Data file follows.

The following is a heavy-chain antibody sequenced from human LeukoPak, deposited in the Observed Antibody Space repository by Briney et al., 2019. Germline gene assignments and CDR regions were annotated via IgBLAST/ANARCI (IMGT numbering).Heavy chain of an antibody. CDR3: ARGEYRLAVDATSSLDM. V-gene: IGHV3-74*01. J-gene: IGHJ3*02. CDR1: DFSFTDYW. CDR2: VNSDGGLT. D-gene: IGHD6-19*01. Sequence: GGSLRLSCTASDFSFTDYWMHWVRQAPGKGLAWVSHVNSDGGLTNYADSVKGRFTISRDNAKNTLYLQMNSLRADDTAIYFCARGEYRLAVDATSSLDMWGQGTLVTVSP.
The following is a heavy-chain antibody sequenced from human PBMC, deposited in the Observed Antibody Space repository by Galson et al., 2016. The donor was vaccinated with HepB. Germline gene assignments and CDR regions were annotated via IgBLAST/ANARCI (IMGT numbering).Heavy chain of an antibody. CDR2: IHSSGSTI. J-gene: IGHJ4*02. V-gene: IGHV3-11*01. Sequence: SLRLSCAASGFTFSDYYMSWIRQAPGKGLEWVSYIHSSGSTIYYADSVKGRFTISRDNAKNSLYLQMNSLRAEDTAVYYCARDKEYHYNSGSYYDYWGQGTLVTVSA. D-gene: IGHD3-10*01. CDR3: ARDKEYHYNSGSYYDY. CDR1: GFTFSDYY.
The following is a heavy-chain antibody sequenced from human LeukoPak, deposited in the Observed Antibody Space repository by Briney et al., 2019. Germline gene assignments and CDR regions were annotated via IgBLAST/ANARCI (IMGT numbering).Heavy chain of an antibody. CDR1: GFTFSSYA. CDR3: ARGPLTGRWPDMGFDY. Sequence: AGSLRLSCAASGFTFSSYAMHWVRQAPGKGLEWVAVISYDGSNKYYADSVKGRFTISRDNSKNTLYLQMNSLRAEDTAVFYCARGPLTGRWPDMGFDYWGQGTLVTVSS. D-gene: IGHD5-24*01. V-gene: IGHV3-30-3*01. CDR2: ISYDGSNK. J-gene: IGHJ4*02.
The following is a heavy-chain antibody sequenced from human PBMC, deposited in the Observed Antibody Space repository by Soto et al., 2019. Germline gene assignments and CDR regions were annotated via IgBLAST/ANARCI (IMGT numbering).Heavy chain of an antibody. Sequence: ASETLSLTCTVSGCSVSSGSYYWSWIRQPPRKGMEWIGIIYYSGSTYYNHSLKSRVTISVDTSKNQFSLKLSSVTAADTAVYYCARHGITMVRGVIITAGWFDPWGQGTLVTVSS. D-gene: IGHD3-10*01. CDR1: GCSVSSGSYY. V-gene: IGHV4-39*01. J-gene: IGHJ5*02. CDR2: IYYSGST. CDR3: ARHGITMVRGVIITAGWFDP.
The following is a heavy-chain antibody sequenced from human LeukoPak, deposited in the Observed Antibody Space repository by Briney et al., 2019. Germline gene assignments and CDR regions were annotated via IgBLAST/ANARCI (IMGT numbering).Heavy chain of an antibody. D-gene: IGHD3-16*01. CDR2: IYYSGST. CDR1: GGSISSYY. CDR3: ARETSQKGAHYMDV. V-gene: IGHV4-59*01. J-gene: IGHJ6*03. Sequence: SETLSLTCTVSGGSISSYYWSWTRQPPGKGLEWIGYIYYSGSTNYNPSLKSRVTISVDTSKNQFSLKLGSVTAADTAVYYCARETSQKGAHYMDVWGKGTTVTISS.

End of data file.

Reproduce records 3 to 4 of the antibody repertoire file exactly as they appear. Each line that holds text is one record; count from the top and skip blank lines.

The following is a heavy-chain antibody sequenced from human LeukoPak, deposited in the Observed Antibody Space repository by Briney et al., 2019. Germline gene assignments and CDR regions were annotated via IgBLAST/ANARCI (IMGT numbering).Heavy chain of an antibody. CDR1: GFTFSSYA. CDR3: ARGPLTGRWPDMGFDY. Sequence: AGSLRLSCAASGFTFSSYAMHWVRQAPGKGLEWVAVISYDGSNKYYADSVKGRFTISRDNSKNTLYLQMNSLRAEDTAVFYCARGPLTGRWPDMGFDYWGQGTLVTVSS. D-gene: IGHD5-24*01. V-gene: IGHV3-30-3*01. CDR2: ISYDGSNK. J-gene: IGHJ4*02.
The following is a heavy-chain antibody sequenced from human PBMC, deposited in the Observed Antibody Space repository by Soto et al., 2019. Germline gene assignments and CDR regions were annotated via IgBLAST/ANARCI (IMGT numbering).Heavy chain of an antibody. Sequence: ASETLSLTCTVSGCSVSSGSYYWSWIRQPPRKGMEWIGIIYYSGSTYYNHSLKSRVTISVDTSKNQFSLKLSSVTAADTAVYYCARHGITMVRGVIITAGWFDPWGQGTLVTVSS. D-gene: IGHD3-10*01. CDR1: GCSVSSGSYY. V-gene: IGHV4-39*01. J-gene: IGHJ5*02. CDR2: IYYSGST. CDR3: ARHGITMVRGVIITAGWFDP.